• A Help to Buy ISA is only for cash savings. With a Lifetime ISA, you can choose between a cash Lifetime ISA or a stocks and shares Lifetime ISA.
  • Lifetime ISAs are limited to homes selling for up to £450,000 across the UK. For Help to Buy, however, the £450,000 limit only applies to London. For homes bought elsewhere, it’s £250,000.

Who can benefit from opening a Lifetime ISA?

A Lifetime ISA can provide a useful boost to people trying to save for their first home.

It can also benefit anyone trying to save for retirement. According to Morrissey, self-employed people, in particular, who are not covered by auto-enrolment into a workplace pension and who thus do not receive any top-up to their savings from an employer, may find Lifetime ISAs quite beneficial when it comes to their retirement planning.

For the employed and those who might already be contributing to a workplace pension, it can be a good alternative vehicle to supplement your retirement pot.

If you are currently eligible for a Lifetime ISA, even if you do not see how it would work for your circumstances, Morrissey recommends that you consider opening one regardless and contribute a minimum amount just to keep your options open in the future.

Is this little-known company the next ‘Monster’ IPO?

Right now, this ‘screaming BUY’ stock is trading at a steep discount from its IPO price, but it looks like the sky is the limit in the years ahead.

Because this North American company is the clear leader in its field which is estimated to be worth US$261 BILLION by 2025.

The Motley Fool UK analyst team has just published a comprehensive report that shows you exactly why we believe it has so much upside potential.

But I warn you, you’ll need to act quickly, given how fast this ‘Monster IPO’ is already moving.

Click here to see how you can get a copy of this report for yourself today

More on Personal Finance

Note paper with question mark on orange background
Personal Finance

Should you invest your ISA in a model portfolio?

Which model ISA portfolios offer both high performance and low fees? Hargreaves Lansdown, Interactive Investor and AJ Bell go under…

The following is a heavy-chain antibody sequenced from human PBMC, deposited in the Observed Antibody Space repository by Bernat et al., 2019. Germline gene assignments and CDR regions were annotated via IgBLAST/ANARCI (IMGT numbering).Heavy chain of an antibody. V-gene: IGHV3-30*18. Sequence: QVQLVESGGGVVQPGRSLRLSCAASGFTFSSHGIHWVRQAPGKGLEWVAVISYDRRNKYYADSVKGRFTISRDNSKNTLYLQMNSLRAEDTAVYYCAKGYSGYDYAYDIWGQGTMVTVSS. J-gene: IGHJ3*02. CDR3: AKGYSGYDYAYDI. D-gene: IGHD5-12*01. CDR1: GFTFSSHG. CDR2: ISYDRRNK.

Read more »

Economic Uncertainty Ahead Sign With Stormy Background
Personal Finance

Is it time to exit emerging markets investments?

Investors may well be sitting on losses from emerging markets funds. Is it worth keeping the faith for a sustained…

Read more »

Personal Finance

Share trading? Three shares with turnaround potential

Share trading has been difficult in 2022, but which companies have turnaround potential? Jo Groves takes a closer look at…

Read more »

Man using credit card and smartphone for purchasing goods online.
Personal Finance

Revealed! Why Gen Z may be the savviest generation when it comes to credit cards

New research reveals that Gen Z may be the most astute when it comes to credit cards. But why? And…

Read more »

Environmental technology concept.
Personal Finance

The 10 best-performing sectors for ISA investors

The best-performing sectors over the past year invested in real assets such as infrastructure, but is this trend set to…

Read more »

Road sign warning of a risk ahead
Personal Finance

Recession risk ‘on the rise’: is it time for investors to worry?

A major global bank has suggested the risk of a recession in the UK is 'on the rise'. So, should…

Read more »

pensive bearded business man sitting on chair looking out of the window
Personal Finance

1 in 4 cutting back on investments amid cost of living crisis

New research shows one in four investors have cut back on their investing contributions to cope with the rising cost…

Read more »

Image of person checking their shares portfolio on mobile phone and computer
Personal Finance

The 10 most popular stocks among UK investors so far this year

As the new tax year kicks off, here's a look at some of the most popular stocks among UK investors…

Read more »